4. Hi,
    Thanks for this article on ideas. I had to smile because three of your suggestions are things that I already do. I usually record my ideas in evernote or on my notepad on my iPad. But recently, I have begun to take a notebook binder with me also.

    Pertaining to myself, I have noticed that I get fresh ideas between 2 a.m. and 4 a.m. I will wake up instantly with ideas dancing around in my head. So, I’ve learned to keep my iPad and my iPhone next to my bed, so that I can record the ideas.

    One more thing, I totally agree with you about reading books. When I read, I am always amazed at an idea that will peek around the corner of my mind.

    Once again thank you. I truly enjoyed your article.
    Ciao,
    Patti

    • Hello Patti!

      Thank you for your comment and sharing your thoughts with us. I am glad to know, that you find my article interesting, and it made you smile)) You know, I think that the majority of authors can confess that they meet good ideas at nights. This is the magic of our brains probably, who knows)) Sometimes, great ideas come to me when I travel by train and take a look at its windows. Nature can inspire me quite a lot as well.

      Have a nice day, and let ideas always be with you!

      Cheers,
      Alex

  5. I practice coming up with them. Waiting for one to come means I probably will write one story a year, rather than the double digits I’ve done this year. I start with a lot of different things to generate the idea — anything from a random object I see, to titles form TV episodes mashed up into each other, a picture, pretty much anything. A story I just sent off was inspired by two candles at a 911 ceremony; one I’m working on now started out with mashing up two titles and adding a setting; another started simply with a setting. My novel started from a marble, though one doesn’t appear anywhere in the story. It just led me in the direction to be able to start writing a story.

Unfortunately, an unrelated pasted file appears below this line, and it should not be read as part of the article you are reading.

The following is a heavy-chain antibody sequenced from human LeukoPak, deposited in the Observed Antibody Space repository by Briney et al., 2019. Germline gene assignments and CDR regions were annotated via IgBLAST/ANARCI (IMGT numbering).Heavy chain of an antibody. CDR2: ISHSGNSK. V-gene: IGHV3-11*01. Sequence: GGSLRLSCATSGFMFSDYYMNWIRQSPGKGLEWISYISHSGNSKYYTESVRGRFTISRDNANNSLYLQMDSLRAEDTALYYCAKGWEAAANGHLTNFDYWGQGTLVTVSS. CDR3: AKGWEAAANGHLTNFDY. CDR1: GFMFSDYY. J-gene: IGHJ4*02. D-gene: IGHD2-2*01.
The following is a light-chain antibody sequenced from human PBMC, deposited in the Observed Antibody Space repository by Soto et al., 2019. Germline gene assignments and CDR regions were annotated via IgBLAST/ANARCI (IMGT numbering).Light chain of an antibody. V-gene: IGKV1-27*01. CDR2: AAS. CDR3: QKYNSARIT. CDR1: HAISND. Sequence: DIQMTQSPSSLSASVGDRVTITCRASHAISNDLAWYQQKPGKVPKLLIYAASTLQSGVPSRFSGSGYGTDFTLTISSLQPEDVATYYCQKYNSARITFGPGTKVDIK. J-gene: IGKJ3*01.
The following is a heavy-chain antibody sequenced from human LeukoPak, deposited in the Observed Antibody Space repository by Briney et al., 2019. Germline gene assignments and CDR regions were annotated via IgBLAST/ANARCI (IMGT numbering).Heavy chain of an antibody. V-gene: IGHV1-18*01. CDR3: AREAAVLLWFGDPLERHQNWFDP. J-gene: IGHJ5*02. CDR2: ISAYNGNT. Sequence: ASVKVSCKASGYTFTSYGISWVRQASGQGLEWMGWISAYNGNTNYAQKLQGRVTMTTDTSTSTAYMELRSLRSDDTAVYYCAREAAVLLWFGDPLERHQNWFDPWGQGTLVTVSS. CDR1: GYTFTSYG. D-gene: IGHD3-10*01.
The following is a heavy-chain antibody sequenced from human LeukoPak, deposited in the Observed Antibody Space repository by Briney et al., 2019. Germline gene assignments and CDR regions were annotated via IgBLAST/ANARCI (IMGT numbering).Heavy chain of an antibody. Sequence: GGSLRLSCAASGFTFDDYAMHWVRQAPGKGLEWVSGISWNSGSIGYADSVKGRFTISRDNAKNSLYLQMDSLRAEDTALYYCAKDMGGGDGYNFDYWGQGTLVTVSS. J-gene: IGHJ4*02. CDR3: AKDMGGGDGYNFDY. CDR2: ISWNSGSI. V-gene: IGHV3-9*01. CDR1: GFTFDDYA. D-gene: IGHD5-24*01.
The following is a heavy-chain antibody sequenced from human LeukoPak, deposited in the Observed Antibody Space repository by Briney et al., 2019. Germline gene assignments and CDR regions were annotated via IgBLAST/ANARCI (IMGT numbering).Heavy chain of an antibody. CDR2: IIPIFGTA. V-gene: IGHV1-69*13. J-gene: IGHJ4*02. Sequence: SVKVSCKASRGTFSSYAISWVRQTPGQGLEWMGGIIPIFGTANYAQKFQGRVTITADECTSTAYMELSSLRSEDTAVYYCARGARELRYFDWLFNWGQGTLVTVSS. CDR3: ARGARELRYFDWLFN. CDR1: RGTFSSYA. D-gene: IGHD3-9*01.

• Hello Linda!

      Wow! You are a great example of an author who can find inspiration and ideas in eveything that surrounds her 🙂

      Thank you for passing by and leaving your comment here!

      Have a nice day!

      Alex

  6. “Any idea, even the simplest one, is an association with your previous and already known ideas”

    This is so true – one of those things that is so basic and fundamental that we all know it, but fail to recognise it.

    Recognising it can be quite powerful – it’s the reason that number 3 is so important – ideas don’t happen in a vacuum. It also means you can “force” ideas by making a conscious effort to ram disparate things together and see if inspiration falls out (rather like what Linda seems to be doing).

    • Hello Matt!

      Thank you for your comment! I am glad you liked the post and agreed with some items there. Coming up with good ideas is a a quite difficult process, but we can make it much easier if we pay more attention to what happens around 🙂